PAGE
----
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The Daily Texan

Official newspaper of The University of Texas at Austin

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Official newspaper of The University of Texas at Austin

The Daily Texan

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October 4, 2022

UT Disability Cultural Center to open disability-focused library for students

Kennedy Weatherby
Jordan Jessie, Lira Amari Ramirez and Cat hold up books with Emily Shryock, the director of the DCC Library, at a DCC Halloween hangout on Oct. 17, 2023. The library is currently under renovation, but Shryock had many books from the library in her office.

The UT Disability Cultural Center will launch a new disability-focused library by the start of the spring semester, allowing students to check out books and academic resources specific to disability identity and culture — a topic that’s not widely recognized in other libraries. 

DCC director Emily Shryock said the library will include novels, poems, biographies and other resources to represent the diversity of disability and wide range of interests students might have, such as checking out books for personal growth or finding sources for Disability Studies courses. The DCC, which launched in January, started a HornRaiser campaign for Disability Access and Belonging Month. Through the campaign, the DCC raised about $300 and received almost 100 book donations for the library. 

“When we talk about culture and identity, it has that community aspect to it, which is what we’re trying to build,” Shryock said. “There’s also that identity piece of understanding disability as a central part of who you are, often along with other pieces of your identity, and not as a negative.” 

Lira Amari Ramírez, the former president of UT’s Disability Advocacy Student Coalition, said they’re excited to see the library come to fruition after thorough planning by the DCC Advisory Committee. By accessing books that are otherwise hard to find, they said, the UT community can learn about disability through a cultural lens and help combat ableism and stigma.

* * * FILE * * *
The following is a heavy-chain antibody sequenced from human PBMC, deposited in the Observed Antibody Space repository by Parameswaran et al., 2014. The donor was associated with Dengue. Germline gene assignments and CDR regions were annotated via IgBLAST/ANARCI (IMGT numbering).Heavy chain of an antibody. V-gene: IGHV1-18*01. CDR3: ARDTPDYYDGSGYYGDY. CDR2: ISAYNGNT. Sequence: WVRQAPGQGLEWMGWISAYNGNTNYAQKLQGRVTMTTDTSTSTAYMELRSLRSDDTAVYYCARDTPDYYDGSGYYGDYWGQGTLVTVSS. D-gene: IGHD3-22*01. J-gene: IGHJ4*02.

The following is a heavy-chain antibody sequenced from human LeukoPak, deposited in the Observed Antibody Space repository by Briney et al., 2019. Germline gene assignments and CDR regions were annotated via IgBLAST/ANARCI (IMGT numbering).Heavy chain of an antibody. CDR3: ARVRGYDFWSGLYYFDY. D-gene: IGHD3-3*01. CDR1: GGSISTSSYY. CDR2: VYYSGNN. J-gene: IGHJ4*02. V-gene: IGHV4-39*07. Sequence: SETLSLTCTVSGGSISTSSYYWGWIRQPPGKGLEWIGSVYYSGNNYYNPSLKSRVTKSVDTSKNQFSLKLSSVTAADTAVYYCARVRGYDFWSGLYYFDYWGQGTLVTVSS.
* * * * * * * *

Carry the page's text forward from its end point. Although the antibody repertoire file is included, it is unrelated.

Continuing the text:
“Collections depend on the knowledge, bandwidth and lived experiences of the people that create them,” Ramírez, a history and humanities senior, said in an email. “A collection curated by the DCC offers the opportunity to intentionally gather books centering disabled voices.” 

Isabella Candanosa, co-founder of the Deaf Culture Alliance at UT, said students without disabilities will also benefit from the library, as reading disability-focused content will help them develop cultural sensitivity and awareness for their careers. 

“I encounter misinformation about my community every day, mostly because of well-meaning non-disabled people trying to educate about the disabled experience, not knowing that their information is inaccurate,” Candanosa, a speech, language and hearing sciences senior, said in an email. “Some people aren’t even aware of how many disability advocates are out there trying to educate about our experiences because we are often not offered the same platforms as our non-disabled counterparts.” 

Shryock said students will soon be able to check out books on the DCC’s website in addition to browsing book carts at DCC events, like their “disability discussions” program, hosted in the Student Services Building on Wednesday afternoons. The library will eventually find a permanent home in the DCC’s office, she said, which is currently under renovation on the first floor of the SSB. Shryock said the DCC doesn’t have an opening date for its office yet. 

“This is not going to be the only campaign that we have,” Shryock said. “We’re still a very new center and building our network, so we were pleased with that amount that will actually get us what we need to take that first step.” 

The DCC will use the funding from the campaign to purchase display carts and software to manage online book checkouts, Shryock said. She said she hopes the DCC can continue collecting donations to expand the library selection before its launch next semester. 

“(The library) is not just for disabled people or people with disabilities,” Shryock said. “We do want this to be an opportunity for everyone to be able to engage and learn.”

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About the Contributor
Sarah Brager, General News Reporter
Sarah is a journalism junior from Buda, Texas. She's currently a senior news reporter, and she previously worked as a life and arts reporter and an opinion columnist. When she's not reporting for the Texan, Sarah loves hiking, drinking outrageous amounts of coffee and doing crossword puzzles.